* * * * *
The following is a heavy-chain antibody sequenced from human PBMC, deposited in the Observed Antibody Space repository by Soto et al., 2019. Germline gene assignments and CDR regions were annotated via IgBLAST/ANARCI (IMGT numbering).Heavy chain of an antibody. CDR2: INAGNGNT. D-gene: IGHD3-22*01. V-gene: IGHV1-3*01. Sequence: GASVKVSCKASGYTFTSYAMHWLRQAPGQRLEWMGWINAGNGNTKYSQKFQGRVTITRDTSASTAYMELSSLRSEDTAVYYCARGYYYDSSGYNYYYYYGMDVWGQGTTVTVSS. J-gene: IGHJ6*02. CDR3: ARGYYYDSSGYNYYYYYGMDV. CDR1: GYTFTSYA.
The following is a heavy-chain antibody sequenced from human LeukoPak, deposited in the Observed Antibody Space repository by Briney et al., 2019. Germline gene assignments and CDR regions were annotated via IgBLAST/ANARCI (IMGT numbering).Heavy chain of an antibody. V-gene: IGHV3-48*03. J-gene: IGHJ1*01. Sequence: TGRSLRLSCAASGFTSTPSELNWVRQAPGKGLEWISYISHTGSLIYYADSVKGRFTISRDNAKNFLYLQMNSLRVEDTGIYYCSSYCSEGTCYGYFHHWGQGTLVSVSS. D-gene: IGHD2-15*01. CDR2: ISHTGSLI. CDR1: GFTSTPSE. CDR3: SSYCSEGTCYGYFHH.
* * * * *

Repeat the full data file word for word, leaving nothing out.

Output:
The following is a heavy-chain antibody sequenced from human PBMC, deposited in the Observed Antibody Space repository by Soto et al., 2019. Germline gene assignments and CDR regions were annotated via IgBLAST/ANARCI (IMGT numbering).Heavy chain of an antibody. CDR2: INAGNGNT. D-gene: IGHD3-22*01. V-gene: IGHV1-3*01. Sequence: GASVKVSCKASGYTFTSYAMHWLRQAPGQRLEWMGWINAGNGNTKYSQKFQGRVTITRDTSASTAYMELSSLRSEDTAVYYCARGYYYDSSGYNYYYYYGMDVWGQGTTVTVSS. J-gene: IGHJ6*02. CDR3: ARGYYYDSSGYNYYYYYGMDV. CDR1: GYTFTSYA.
The following is a heavy-chain antibody sequenced from human LeukoPak, deposited in the Observed Antibody Space repository by Briney et al., 2019. Germline gene assignments and CDR regions were annotated via IgBLAST/ANARCI (IMGT numbering).Heavy chain of an antibody. V-gene: IGHV3-48*03. J-gene: IGHJ1*01. Sequence: TGRSLRLSCAASGFTSTPSELNWVRQAPGKGLEWISYISHTGSLIYYADSVKGRFTISRDNAKNFLYLQMNSLRVEDTGIYYCSSYCSEGTCYGYFHHWGQGTLVSVSS. D-gene: IGHD2-15*01. CDR2: ISHTGSLI. CDR1: GFTSTPSE. CDR3: SSYCSEGTCYGYFHH.